God bless you in the name of Jesus Christ the surety of a better testament (Hebrews 7:22).
Let’s take a look at this unique verse and see what we can learn about our surety, the Lord Jesus Christ.
Psalm 119:122a: Be surety for thy servant for good….
“Surety” is the Hebrew word, arab, used 22 times in the Old Testament, and is translated eleven different ways. “Surety” translates arab nine times while “meddle,” “mingled,” and “pledges” occurs twice with “becometh,” “engaged,” “intermeddle,” “mortgaged,” “occupiers,” “occupy” and “undertake” occur only once. With such variation in translation and such a wide range of meaning it’s hard to pinpoint an exact meaning.
Other translations render Psalms 119:122a
“Pledge me Thy word for good…” (Smith & Goodspeed)
“Pledge Thy word to succour me…” (Moffatt)
“Guarantee your servant’s well-being…” (Complete Jewish Bible)
“Give your servant a pledge of good…” (English Standard Version)
“Ensure your servant’s well-being…” (New International Version)
“Pledge Thy Word” is an interesting translation considering the occurrence of the many synonyms for the Word used in the psalm. I believe a “pledge,” “guarantee” or “assurance” is at the heart of the meaning of arab. A surety is “one who undertakes to pay another’s debt; or who pledges his own character, possessions, or life, to secure another man’s liberty or life.” (James Large, Two Hundred and Eighty Titles and Symbols of Jesus, p. 516.)
The first two occurrences of arab give us a visual example that serves as a type of Christ as our surety. Let’s look at those two occurrences in Genesis. The first occurs when Judah pledges to be surety for his younger brother Benjamin to his father, Israel. The second occurs when Judah tells Joseph of this pledge to his father.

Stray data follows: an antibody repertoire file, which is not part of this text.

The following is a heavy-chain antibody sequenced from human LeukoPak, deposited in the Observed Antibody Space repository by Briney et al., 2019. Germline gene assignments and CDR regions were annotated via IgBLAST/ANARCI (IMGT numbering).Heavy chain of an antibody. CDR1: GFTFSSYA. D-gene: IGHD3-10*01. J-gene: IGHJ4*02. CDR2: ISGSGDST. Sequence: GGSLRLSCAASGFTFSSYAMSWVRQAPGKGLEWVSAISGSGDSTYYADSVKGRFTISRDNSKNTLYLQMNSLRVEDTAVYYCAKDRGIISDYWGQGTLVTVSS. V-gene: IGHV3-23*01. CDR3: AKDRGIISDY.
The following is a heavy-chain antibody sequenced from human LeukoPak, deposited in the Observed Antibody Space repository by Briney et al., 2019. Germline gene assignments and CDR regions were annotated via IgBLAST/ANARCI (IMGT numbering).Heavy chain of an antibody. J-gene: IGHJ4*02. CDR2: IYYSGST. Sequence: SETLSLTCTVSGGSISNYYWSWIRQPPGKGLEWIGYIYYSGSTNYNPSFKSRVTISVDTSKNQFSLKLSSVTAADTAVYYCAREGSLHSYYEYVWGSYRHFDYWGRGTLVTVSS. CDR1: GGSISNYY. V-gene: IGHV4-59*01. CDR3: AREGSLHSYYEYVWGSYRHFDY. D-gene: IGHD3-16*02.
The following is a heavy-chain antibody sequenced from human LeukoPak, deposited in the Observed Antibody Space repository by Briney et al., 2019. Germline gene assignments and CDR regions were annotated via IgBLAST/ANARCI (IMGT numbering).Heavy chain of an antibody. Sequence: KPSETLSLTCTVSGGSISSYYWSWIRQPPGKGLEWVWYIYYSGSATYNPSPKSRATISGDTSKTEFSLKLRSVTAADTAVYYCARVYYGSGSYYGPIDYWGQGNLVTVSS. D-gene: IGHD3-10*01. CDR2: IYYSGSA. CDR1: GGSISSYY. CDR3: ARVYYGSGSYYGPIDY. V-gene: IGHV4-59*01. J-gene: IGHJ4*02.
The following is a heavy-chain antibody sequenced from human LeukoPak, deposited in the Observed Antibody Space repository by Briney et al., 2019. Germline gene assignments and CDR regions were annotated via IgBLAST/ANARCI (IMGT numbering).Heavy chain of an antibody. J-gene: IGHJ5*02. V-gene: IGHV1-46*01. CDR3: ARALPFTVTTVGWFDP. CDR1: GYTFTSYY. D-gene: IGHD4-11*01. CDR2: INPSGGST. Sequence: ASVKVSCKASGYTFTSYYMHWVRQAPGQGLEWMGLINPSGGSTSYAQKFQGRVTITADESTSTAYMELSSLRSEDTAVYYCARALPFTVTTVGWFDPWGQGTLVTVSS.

Genesis 43:9: [This is Judah speaking to Israel, his father.]
I [Judah] will be surety [arab] for him [Benjamin]; of my hand shalt thou require him: if I bring him not unto thee [Israel], and set him before thee, then let me bear the blame for ever:
Joseph guaranteed his father that he would bring Benjamin home or forever bear the blame for failing to do so.
Genesis 44:32: [This is Judah speaking to Joseph, his brother.]
For thy [Joseph’s] servant [referring to himself] became surety [arab] for the lad [Benjamin] unto my father [Israel], saying, If I bring him not unto thee, then I shall bear the blame to my father for ever.
Arab is used here in the sense of security or pledge for a person. This means that one person may become security for another, that such a one will do a certain thing at a time in the future. Judah was “surety” to his father Jacob that Benjamin would safely return from Egypt (Genesis 43:9). He pledged his life that the younger brother would return safely. He tells Joseph (Genesis 44:32) how he had become surety for Benjamin, and offers to become Joseph’s slave for the sake of safe return of his brother.
The third occurrence is in Job 17:3.
Lay down now, put me in [in the sense of “provide for me”] a surety with thee; who is he that will strike hands with me? [Who is it going to be?]
Job desired God to provide a surety for him with. The striking of hands [handshake] refers to the action or gesture by which the surety or pledge was publicly manifested and thus ratified. Job here beseeches God to provide a surety for him, to pledge to him that some time in the future He will cause Job’s innocence to be made known.
In Isaiah 38:14 Hezekiah says, “O Lord, I am oppressed, be thou my surety.” He wishes God to give him a pledge of some kind, to provide security for him in such a way that he will surely be saved out of his sickness and distress. Jesus is called “the surety (enguos) of a better covenant” (Hebrews 7:22). Jesus is the pledge or surety that through Him we may obtain the assurance and certainty that a more excellent covenant has been established by God, and are assured also of the truth of the promises connected with it.